[*]Taken from "So It Is Written" at the Erotic Mind Control Stories Archive.  George Carfax has this book.  Whatever is written in this book, in Latin, becomes true, becomes fact, even if it means altering the past and people's memories to compensate.  Occasionally, though, George finds writing in the book, saying "Do <X>" where X is some reprehensible thing.  If he does NOT do X, the book makes things take a turn for the worse.  He is allowed to do X by writing in the book, thus making X come true.  He's screwed his sister, killed his brother, and so on.
This is obviously an object demon.  How do you do the rest?
[/list:u]

That's a good start.  Let's see what y'all do with my suggestions and creations.
Alexander Cherry, Twisted Confessions Game Design
Maker of many fine story-games!
Moderator of Indie Netgaming

Ron Edwards

Hi Alexander,

OK, I think we need to establish a couple of points.

1. Sorcerer isn't a "universal" system. It's not built to provide mechanics for any and every possible concept one brings to it.

2. There's a root philosophy underlying what is possible to do with it, specifically that you can't get what you want by making the world the way you want it.

So: nothing like, "I want this girl to love me, so whammo, the demon makes her love me." Or, "I want the president to die, so whammo, reality changes so he never lived."

A lot of your suggestions wander close, and in a couple of cases into, this sort of thinking. I suspect it might be the core issue of the Erotic Mind Control topic, and therefore, perhaps a whole sector of story-concept from that site is incompatible with Sorcerer as a role-playing framework.

The key tip-off words are "forever," "permanent," "becomes true," and similar. The boy/girl gun and the healing are all very do-able in Sorcerer when you take away these elements of your descriptions.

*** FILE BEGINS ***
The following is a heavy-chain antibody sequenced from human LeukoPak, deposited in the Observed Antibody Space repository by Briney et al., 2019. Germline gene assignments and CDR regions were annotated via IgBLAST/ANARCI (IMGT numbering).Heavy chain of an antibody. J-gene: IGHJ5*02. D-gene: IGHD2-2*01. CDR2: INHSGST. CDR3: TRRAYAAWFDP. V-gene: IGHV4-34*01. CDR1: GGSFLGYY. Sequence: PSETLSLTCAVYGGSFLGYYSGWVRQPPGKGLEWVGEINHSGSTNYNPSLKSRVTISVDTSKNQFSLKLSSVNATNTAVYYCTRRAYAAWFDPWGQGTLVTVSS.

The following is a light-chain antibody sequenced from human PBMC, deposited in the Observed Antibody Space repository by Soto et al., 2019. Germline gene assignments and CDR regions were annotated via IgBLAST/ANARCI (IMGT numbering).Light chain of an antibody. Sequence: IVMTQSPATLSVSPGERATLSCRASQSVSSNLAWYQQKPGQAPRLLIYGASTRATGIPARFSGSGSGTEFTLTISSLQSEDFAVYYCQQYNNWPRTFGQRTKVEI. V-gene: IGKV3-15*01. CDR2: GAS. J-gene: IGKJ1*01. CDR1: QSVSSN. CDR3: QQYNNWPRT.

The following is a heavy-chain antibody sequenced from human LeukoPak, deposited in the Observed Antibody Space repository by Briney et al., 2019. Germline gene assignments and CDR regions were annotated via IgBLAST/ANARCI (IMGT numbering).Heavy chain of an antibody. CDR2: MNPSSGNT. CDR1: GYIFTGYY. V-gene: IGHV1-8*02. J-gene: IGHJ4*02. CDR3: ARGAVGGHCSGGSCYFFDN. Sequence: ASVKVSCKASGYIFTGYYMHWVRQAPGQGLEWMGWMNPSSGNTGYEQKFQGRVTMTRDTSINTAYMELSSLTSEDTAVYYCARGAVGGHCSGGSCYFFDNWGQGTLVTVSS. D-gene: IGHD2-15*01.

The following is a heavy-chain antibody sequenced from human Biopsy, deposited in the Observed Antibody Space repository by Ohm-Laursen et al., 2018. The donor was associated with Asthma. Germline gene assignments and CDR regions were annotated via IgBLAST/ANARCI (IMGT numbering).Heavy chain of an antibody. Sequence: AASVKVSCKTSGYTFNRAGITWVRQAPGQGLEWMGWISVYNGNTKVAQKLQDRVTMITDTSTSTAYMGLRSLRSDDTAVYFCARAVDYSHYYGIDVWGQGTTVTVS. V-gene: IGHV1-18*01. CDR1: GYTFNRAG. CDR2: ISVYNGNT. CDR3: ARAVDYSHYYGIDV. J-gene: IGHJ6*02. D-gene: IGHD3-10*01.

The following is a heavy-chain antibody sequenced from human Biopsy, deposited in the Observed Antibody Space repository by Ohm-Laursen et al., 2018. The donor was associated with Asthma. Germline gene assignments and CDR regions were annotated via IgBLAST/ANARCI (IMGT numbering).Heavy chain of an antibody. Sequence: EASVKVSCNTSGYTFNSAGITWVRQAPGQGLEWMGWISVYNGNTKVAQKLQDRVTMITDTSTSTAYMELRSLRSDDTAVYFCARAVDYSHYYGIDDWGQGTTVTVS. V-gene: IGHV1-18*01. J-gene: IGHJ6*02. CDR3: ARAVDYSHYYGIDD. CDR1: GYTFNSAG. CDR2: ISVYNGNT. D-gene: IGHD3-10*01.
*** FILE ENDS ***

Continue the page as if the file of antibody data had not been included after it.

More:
3. Let's also think a bit about how to interact with the author and publisher of a game. Bluntly, I can't be "Ask me anything Man" at the rate that you seem to be expecting. When presented with a barrage of questions like this, it shuts down my attention. My response is, "Yeesh ...," rather than getting fired up about the discussion. I need manageable chunks.

Your Puppetman inquiry alone is worth an entire supplement's worth of scenario, character, and conflict examples to present. It's not as simple as you suggest, and I'm not talking about the demon-ability, but rather the narrative-conflict philosophy underlying it.

That said, on to a couple of the questions that seem like they're in the Sorcerer ballpark.

The TV demon's pretty easy - it needs the Perception ability you've described, but it also needs to confer Perception to the viewer of the screen of the first Perception. It perceives something, and then I perceive that. The hologram vs. the screen seems like nothing special to me, but the TV station affecting "any broadcast" grades into the issue I describe in #2 above. It can't affect "any" broadcast - that will be limited by Power, whatever that might be.

The addictive-kiss demon is set up as a Will vs. Stamina roll. The demon can only Boost your Will - making the victim need to come back to the extent that you're expecting (I think) is a matter of interactions, rolls, and variable outcomes per person.

The concept underlying the Erotic Mind Control book example is currently being developed as a mini-supplement that draws upon a great deal of literature and myth concerning Wishes. It's a hell of a good mini-supplement, and the Sorcerer rules work well for it, but it requires a lot of customizing, up to and including character score descriptors - much at the same level as Schism.

Best,
Ron

Ron Edwards

Quick addition for everyone:

Alexander is asking awesome questions. My reply was a bit grumpier than it should be due to volume, not content.

Best,
Ron

jburneko

I have a rather interesting take on the "altering reality" problem.  Really, the core of the problem, as Ron points out, is that everything in Sorcerer risks breaking down at some point.  The power simply runs down, the victim's Will suddenly begins to over come it, or the demon simply revokes its gifts.

So consider a REALLY powerful demon with Perception Psychic Forces and probably one other form of Perception.  And what this Demon does is use Psychic Forces + Perception to make a WHOLE LOT of people BELIEVE that something is the way it is, when it really isn't.

Let's say you want a man to die because you want to make a move on his wife.  And you don't want to deal with a grieving woman, so you can't just kill him out right.  Instead, you want him to have died a year ago.